It’s important to note that malnutrition can also affect surgical outcomes in Crohn’s disease. Malnutrition is a common complication of Crohn’s disease, and it can:

  • weaken the immune system
  • slow wound healing
  • increase the risk of infection after surgery

This is why it’s important for individuals with Crohn’s disease to work closely with their healthcare team to manage their nutrition and overall health before and after surgery.

Managing Crohn’s Disease

There is no cure for Crohn’s disease, but the symptoms can be managed with medication, diet, and lifestyle changes. Treatment is typically tailored to the individual and may involve a combination of medications, such as anti-inflammatory drugs, immunosuppressants, and antibiotics. In some cases, surgery may be necessary to remove the affected area of the digestive tract.

In addition to medication, dietary changes can also help manage Crohn’s disease. An anti-inflammatory diet may be beneficial for some people with the condition. It’s important for individuals with Crohn’s disease to work with an IBD registered dietitian to develop a personalized eating plan.

Lifestyle changes, such as regular exercise and stress management, can also be helpful in managing Crohn’s disease. Exercise can help reduce inflammation and improve overall health, while stress management techniques, such as mindfulness and relaxation techniques, can help reduce stress and improve mental health.

Take Home Message

While Crohn’s disease is a chronic condition that can impact a person’s quality of life and increase the risk of other health problems, it is not typically fatal. However, there are rare cases where complications can be life-threatening. With proper management and care, many people with Crohn’s disease are able to live normal, healthy lives. If you have Crohn’s disease, it’s important to work closely with your healthcare team to develop a personalized treatment plan that meets your individual needs.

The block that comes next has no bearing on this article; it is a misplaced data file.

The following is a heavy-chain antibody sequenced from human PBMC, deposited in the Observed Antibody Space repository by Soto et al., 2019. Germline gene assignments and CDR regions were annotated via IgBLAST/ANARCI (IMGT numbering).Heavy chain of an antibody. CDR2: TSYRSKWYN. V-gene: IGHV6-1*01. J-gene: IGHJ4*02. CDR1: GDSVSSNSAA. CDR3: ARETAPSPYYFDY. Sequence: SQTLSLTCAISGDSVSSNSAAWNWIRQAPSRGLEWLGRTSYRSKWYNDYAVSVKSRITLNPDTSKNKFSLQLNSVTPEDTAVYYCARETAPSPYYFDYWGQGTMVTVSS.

Work with Me

Are you living with Crohn’s or Colitis and feeling frustrated by a limited diet, weight loss, and fatigue that may be impacting your quality of life or even life expectancy? Don’t let confusion around what to eat hold you back any longer!

Consider virtual nutrition counseling to help you implement a highly personalized nutrition plan that can bring clarity and reduce anxiety around eating. With a tailored approach, you may be able to add foods that are beneficial, reduce inflammation, and ultimately regain control of your health. Contact me to start your journey towards a healthier, more fulfilling life with IBD:


About the Author

Picture of Danielle Gaffen, MS, RDN, LD

Danielle Gaffen, MS, RDN, LD

Understanding the link between nutrition and gut disease prompted me to obtain my master’s degree in Nutritional Sciences at San Diego State University and become an IBD Registered Dietitian Nutritionist. Now I work with people who have Crohn’s and colitis who are struggling with confusion around what to eat. My favorite part is helping them to build confidence to eat without fear while managing their symptoms.